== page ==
In this globalizing world, where Africa is the last frontier of exploitation, only leaders and countries focused on inclusive, strategic policies and interventions will survive. Africa, please don’t drown in poisoned poetic rhetoric about the democracy of others that we can’t seem to have; we need action, we need leaders.

Choose leaders who will better your life, speak against inequality (African resources are feeding the whole world while we go hungry) and who owe nothing to neo-colonialists. Hold those leaders accountable and if there aren’t any, then it is time for you to run for office. This is the Africa I want.

It is not utopia, it will take sacrifice – even death. Are we willing to pay the price?

*This Is Africa

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Age cheating holding back African teams – CIES report
January 15, 2016 | 0 Comments

Despite fielding the youngest players in A national teams in 2015, Nigeria, Ghana and Cameroon continue to remain underachievers due to endemic age cheating, a CIES report has stated.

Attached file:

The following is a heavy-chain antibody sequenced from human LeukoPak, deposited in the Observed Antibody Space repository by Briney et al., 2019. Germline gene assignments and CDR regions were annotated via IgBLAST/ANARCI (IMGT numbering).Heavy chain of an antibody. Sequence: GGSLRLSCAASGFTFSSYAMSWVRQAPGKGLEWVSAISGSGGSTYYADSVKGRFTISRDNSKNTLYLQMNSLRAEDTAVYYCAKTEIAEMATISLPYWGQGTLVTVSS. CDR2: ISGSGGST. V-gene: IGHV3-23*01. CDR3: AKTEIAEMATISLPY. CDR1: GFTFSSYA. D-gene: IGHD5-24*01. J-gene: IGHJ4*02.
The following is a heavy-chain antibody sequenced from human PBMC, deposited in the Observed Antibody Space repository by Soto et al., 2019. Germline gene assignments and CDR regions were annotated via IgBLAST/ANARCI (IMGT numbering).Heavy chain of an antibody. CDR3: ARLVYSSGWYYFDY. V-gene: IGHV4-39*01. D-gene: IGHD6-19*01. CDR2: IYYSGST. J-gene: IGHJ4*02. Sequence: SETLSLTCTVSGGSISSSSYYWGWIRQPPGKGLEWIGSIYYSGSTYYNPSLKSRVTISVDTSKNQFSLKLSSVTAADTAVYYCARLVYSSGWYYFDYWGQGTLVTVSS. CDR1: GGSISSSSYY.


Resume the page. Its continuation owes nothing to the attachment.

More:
The Switzerland-based Football Observatory says African teams have remained underachievers due to cheating at youth level

The Switzerland-based Football Observatory says African teams have remained underachievers due to cheating at youth level

In its January 2016 report, the Swiss-based Football Observatory cast doubt on the declared ages of African footballers which it claims is responsible for the untapped potential of African teams in senior football.

Nigeria, Ghana and Cameroon are listed as having fielded the youngest players among 50 sampled A national teams in 2015 – 24.7, 25.1 and 25.3 years respectively.

“However, this result must be analysed carefully insofar as footballers born in Africa tend to be older than they claim to be,” stated the report.

With the immense talent on the continent, only three teams – Ghana, Senegal and Cameroon – have ever reached the quarter finals of the World Cup.

However, both Nigeria and Ghana have regularly won world titles at youth levels, with Nigeria winning a record fifth Under-17 world title last October.

“Lying about one’s age is a common practice that implies a competitive advantage in youth categories,” said the report.

“However, in the long term, this strategy is counterproductive as it does not provide optimum conditions for the full development of talent.